How the genome is controlling metabolism and how fatty signaling molecules via nuclear hormone receptors change cell fate and function.
M.D. University of Debrecen, School of Medicine 1991 Ph.D. University of Debrecen 1995
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The active enhancer network operated by liganded RXR supports angiogenic activity in macrophages.
Daniel B, Nagy G, Hah N, Horvath A, Czimmerer Z, Poliska S, Gyuris T, Keirsse J, Gysemans C, Van Ginderachter JA, Balint BL, Evans RM, Barta E, Nagy L
Genes Dev. 2014 Jul 15;28(14):1562-77
Laszlo Nagy's Research Focus
Dr. Nagy is a physician by training and a molecular and cell biologist with a long-standing research interest in the biology of gene-expression regulation, cellular differentiation, and their contribution to human diseases. The fundamental question he raises in his research is how lipid signaling regulates gene expression and how a changing extra- and intracellular lipid environment impacts the expression of the genome and contributes to changing cellular phenotypes. He uses the paradigm of nuclear hormone receptor activation/signaling and the contribution of this process to myeloid cell differentiation, function, and to diseases, involving these cells, such as atherosclerosis, tissue regeneration, metabolic, and various inflammatory disorders, as his model systems. He uses genome-wide and epigenomic approaches along with bioinformatics and data integration.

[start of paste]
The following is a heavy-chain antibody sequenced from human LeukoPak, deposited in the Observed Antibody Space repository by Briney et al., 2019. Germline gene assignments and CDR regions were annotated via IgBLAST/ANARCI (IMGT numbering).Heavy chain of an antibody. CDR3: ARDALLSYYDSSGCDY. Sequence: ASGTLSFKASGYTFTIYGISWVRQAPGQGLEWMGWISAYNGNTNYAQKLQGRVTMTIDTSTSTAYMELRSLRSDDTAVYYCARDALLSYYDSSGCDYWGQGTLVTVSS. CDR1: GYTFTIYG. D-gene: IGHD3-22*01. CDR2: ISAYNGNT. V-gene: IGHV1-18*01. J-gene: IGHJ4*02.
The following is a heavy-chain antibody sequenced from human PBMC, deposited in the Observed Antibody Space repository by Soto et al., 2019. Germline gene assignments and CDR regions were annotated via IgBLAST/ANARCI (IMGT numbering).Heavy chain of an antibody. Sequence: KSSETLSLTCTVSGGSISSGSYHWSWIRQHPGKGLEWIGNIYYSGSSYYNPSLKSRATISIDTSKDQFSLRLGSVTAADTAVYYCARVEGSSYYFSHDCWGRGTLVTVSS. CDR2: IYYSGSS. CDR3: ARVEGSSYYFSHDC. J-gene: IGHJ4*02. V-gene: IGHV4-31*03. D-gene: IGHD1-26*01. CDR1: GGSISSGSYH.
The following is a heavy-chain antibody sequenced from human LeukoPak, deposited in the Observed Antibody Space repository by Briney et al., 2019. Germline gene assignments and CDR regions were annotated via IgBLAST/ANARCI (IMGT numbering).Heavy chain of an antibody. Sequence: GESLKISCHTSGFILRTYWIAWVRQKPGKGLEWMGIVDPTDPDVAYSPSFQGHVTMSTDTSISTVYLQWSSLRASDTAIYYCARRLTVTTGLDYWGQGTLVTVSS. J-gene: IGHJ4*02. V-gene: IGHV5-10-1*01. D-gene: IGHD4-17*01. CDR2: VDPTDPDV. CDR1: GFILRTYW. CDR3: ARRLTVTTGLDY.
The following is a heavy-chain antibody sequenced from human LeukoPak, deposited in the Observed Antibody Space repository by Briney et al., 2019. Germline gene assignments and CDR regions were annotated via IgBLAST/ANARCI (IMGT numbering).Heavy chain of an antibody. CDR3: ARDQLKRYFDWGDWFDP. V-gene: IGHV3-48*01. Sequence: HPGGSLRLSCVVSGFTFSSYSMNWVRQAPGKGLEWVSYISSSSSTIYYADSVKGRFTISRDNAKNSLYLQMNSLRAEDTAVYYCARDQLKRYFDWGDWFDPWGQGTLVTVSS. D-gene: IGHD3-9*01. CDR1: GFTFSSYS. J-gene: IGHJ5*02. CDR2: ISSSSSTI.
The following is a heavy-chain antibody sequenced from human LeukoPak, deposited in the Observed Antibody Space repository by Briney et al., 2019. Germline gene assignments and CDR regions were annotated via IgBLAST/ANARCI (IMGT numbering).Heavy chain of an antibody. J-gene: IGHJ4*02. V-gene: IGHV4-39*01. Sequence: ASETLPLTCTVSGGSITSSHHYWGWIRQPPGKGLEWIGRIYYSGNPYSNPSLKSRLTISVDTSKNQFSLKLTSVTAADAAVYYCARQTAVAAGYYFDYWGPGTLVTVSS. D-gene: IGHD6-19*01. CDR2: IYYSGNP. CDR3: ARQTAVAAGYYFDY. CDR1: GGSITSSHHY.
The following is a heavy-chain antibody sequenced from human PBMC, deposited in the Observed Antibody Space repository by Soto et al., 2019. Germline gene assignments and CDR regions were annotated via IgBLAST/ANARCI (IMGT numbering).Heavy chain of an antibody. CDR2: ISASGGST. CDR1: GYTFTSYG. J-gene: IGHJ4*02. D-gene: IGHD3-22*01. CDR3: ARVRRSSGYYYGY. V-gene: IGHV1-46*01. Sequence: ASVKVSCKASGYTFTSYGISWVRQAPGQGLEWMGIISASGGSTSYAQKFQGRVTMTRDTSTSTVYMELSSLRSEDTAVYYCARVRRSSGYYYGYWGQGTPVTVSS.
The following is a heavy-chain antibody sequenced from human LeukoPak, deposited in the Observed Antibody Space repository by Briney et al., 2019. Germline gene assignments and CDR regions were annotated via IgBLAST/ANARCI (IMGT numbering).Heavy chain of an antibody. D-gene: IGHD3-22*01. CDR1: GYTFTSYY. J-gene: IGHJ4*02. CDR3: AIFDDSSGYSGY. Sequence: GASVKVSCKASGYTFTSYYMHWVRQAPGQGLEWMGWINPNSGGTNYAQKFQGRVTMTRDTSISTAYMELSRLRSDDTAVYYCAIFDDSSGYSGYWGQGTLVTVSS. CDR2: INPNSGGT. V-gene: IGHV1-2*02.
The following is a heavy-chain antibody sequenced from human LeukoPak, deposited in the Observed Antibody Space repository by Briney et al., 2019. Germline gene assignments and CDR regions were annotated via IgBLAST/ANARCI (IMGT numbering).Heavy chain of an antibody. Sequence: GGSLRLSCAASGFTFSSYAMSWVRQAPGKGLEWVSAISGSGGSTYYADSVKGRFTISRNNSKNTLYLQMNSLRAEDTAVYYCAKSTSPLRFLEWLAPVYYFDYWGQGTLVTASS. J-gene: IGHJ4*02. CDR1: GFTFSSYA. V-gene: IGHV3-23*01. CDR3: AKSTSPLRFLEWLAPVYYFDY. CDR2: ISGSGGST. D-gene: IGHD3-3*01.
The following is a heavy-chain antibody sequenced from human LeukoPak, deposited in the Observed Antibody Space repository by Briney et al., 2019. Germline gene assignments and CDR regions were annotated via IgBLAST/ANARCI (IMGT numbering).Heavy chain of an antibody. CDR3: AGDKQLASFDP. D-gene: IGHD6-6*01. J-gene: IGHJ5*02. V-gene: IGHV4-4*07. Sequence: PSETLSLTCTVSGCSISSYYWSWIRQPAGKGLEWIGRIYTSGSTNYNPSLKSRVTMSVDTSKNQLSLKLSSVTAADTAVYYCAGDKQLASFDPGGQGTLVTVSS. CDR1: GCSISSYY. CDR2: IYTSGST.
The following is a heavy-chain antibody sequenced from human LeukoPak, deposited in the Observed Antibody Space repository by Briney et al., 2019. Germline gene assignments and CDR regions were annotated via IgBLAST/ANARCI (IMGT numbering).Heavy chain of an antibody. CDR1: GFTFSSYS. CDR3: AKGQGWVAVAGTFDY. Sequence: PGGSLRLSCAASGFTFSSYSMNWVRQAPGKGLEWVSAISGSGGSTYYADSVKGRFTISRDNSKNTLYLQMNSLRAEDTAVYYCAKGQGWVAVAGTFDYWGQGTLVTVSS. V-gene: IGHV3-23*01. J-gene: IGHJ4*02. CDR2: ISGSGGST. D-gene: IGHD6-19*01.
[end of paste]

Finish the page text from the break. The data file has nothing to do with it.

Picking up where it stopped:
About Laszlo Nagy
Dr Nagy is a physician scientist and a cell and molecular biologist. He obtained an M.D. and subsequently a Ph.D. from the University of Debrecen, Hungary. He has carried out two post-doctoral training periods at the UNiversity of Texas-Houston and later at the Salk Institute in San Diego.